How can employers prepare for a tsunami of delayed diagnosis?
The COVID-19 pandemic created new challenges and questions about how to address neglected healthcare caused by the pandemic. To start a conversation addressing some of these issues, the Connecticut Health Council (CHC), an initiative of the MetroHartford Alliance (MHA), hosted an informative webinar on June 2, 2021.
The panel discussion, moderated by Harvey Kaufman, MD, MBA, FCAP, Senior Medical Director at Quest Diagnostics, featured:
- Eric Daigle, Head of People & Culture, Laz Parking
- Robert Kosior, Senior Vice President, Pharmacy and Medical Cost, ConnectiCare & EmblemHealth
- Kate McEvoy, Director of the Division of Health Services, Connecticut Department of Social Services
- Roberta (Bert) Wachtelhausen, President at WellSpark Health
MHA President and CEO David Griggs kicked off the event on a celebratory note announcing the appointment of Dawn Johnson as the new CHC Executive Director, effective immediately.
Barry Simon, CHC Board Chair and President of Oak Hill echoed the exciting news. “The CHC is a group of sector leaders who work together to promote Connecticut as a premiere center of excellence,” he said. “Certainly, having her in that role is going to help us to achieve our mission.”
The Future Of Telehealth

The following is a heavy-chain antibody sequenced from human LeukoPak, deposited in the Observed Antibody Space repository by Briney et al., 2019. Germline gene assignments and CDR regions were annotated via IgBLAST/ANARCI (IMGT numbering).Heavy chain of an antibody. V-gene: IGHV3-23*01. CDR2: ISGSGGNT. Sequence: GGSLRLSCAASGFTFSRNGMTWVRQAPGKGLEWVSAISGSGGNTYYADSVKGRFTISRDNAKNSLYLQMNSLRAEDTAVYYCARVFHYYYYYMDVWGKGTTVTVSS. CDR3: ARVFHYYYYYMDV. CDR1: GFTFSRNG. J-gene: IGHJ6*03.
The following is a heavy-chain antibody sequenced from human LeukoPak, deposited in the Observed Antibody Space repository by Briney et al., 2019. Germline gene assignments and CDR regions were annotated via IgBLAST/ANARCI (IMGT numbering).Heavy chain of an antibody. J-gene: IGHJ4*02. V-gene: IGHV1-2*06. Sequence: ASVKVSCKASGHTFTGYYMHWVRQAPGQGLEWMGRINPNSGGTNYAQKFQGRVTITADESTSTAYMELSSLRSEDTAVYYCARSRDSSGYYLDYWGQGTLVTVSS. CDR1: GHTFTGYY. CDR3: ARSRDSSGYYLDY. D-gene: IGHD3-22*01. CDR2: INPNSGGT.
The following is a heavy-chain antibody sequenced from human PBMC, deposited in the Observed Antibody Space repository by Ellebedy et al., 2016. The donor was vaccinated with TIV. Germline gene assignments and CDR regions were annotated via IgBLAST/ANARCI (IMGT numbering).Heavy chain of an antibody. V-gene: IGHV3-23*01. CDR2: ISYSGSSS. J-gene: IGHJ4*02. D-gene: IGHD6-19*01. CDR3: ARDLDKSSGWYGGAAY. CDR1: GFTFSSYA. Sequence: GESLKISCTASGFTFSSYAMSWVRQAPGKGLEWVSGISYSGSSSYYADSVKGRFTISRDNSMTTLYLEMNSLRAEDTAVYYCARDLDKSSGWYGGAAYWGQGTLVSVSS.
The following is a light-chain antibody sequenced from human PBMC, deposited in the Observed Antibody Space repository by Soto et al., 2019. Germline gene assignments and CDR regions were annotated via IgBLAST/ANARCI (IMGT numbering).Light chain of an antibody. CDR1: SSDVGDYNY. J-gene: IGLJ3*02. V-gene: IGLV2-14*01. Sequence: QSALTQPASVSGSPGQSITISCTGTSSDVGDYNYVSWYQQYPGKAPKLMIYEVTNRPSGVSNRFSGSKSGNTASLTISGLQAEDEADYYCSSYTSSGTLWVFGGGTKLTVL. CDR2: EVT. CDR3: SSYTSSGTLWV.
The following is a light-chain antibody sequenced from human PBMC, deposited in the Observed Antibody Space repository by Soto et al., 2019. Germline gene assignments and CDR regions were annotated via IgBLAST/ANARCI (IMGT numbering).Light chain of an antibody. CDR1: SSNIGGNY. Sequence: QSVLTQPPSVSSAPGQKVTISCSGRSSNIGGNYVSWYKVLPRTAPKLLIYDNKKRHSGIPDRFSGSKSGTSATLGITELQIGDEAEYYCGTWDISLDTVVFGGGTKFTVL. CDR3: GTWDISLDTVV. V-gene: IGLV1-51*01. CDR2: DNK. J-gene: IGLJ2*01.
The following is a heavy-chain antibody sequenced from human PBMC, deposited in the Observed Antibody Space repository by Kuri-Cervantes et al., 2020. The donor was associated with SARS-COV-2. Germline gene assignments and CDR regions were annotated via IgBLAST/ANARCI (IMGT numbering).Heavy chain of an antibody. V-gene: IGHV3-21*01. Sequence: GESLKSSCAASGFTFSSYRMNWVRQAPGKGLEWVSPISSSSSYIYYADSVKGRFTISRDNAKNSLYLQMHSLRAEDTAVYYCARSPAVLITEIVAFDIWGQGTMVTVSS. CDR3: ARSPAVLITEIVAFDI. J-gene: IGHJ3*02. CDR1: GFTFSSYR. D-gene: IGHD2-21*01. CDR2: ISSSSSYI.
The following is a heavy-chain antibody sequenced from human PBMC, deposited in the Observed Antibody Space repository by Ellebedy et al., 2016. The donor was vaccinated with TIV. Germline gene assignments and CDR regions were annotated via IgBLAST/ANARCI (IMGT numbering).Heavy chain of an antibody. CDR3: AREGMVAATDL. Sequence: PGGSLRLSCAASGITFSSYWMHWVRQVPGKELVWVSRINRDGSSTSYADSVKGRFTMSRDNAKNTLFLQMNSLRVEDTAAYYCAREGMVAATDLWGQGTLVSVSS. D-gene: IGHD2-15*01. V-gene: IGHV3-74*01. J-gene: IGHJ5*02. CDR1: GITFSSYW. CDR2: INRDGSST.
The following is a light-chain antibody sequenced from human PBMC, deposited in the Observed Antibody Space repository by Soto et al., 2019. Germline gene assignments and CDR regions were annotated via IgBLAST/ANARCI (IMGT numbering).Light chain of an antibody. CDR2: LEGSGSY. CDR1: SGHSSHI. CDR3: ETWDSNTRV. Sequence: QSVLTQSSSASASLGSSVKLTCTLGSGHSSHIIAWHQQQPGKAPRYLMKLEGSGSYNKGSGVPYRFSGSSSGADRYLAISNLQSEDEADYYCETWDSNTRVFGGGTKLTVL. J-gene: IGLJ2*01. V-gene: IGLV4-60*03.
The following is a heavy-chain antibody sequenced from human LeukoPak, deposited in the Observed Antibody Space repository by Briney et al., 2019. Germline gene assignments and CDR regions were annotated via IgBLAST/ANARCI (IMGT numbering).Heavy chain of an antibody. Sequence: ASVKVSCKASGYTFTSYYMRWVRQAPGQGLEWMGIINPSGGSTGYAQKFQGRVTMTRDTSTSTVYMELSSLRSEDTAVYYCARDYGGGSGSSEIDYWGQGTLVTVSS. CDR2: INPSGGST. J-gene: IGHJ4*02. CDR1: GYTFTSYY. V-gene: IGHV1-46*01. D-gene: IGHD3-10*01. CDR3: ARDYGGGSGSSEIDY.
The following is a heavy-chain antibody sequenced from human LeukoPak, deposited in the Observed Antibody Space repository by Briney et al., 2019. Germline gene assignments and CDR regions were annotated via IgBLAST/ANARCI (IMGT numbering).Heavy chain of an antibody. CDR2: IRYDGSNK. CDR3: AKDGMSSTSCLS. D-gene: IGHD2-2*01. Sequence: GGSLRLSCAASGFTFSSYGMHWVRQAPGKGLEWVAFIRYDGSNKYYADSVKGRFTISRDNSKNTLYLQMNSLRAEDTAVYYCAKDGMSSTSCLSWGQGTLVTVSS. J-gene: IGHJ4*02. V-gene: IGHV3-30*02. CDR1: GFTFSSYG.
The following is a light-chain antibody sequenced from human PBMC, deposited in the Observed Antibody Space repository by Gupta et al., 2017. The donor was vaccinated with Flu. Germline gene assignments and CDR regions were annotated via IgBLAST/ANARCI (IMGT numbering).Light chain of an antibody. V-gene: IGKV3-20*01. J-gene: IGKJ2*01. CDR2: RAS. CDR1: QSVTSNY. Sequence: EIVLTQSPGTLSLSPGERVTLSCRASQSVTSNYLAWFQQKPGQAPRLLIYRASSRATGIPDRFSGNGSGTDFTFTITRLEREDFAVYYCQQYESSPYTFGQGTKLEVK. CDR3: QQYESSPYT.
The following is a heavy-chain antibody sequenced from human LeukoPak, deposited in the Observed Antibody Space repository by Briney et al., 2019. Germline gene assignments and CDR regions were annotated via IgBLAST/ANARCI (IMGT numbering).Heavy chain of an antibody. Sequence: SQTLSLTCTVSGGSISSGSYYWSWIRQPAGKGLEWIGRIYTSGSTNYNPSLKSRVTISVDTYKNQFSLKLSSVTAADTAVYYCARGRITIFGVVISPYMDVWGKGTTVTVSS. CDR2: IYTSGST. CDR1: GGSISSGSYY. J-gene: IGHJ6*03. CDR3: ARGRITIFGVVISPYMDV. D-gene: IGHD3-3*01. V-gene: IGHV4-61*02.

Dr. Harvey Kaufman, Senior Medical Director at Quest Diagnostics, gave a brief presentation about public health insights based on Quest Diagnostics data that answered questions about how we work, and play, and how we address the neglected healthcare that’s happened during the pandemic. He then launched into topical questions about the current state of healthcare, beginning with asking what’s next for telemedicine.
Acknowledging the rapid uptake, Kate McEvoy, Director of the Division of Health Services, Connecticut Department of Social Services, recognized that there is a call to action for all of us and said she’s “grateful for provider willingness.”
Robert Kosior, Senior Vice President, Pharmacy and Medical Cost, ConnectiCare & EmblemHealth underscored that “telehealth is absolutely critical,” noting that it’s been around prior to pandemic. He spoke about various audio and video options available to patients and knowing when an in-person versus telehealth visit is appropriate.
Mental Health Matters
Harvey questioned the panelists about the topic of mental health—social isolation, depression, and anxiety—and how to address the acute need in 2021.
WellSpark Health takes a “bio/psycho/social approach, which creates a total health view,” said President Roberta (Bert) Wachtelhausen. As an employer, if you’re not taking total health into account, employees benefits will fall short, she added. “A tsunami of mental health issues are coming. Employers need to encourage an incentivize employees to get screenings,” Bert said.
There are tools in an employee benefits toolbox for an employer, she explained, questioning: Are those tools in toolbox working for you? And, post-pandemic is the toolset effective? Is it working? What to do with employees without benefits?
“It’s a fragmented benefits landscape,” Bert said. “Where is the social aspect—beyond the employee assistance program. Are people using it?”
With regard to behavioral health, Robert noted that there was a fast transition to virtual, “We’re seeing that sustained,” he noted, but “what does this hold in future? I don’t think we’ll go back to the traditional definition of telehealth,” he added. “There will be more flexibility.”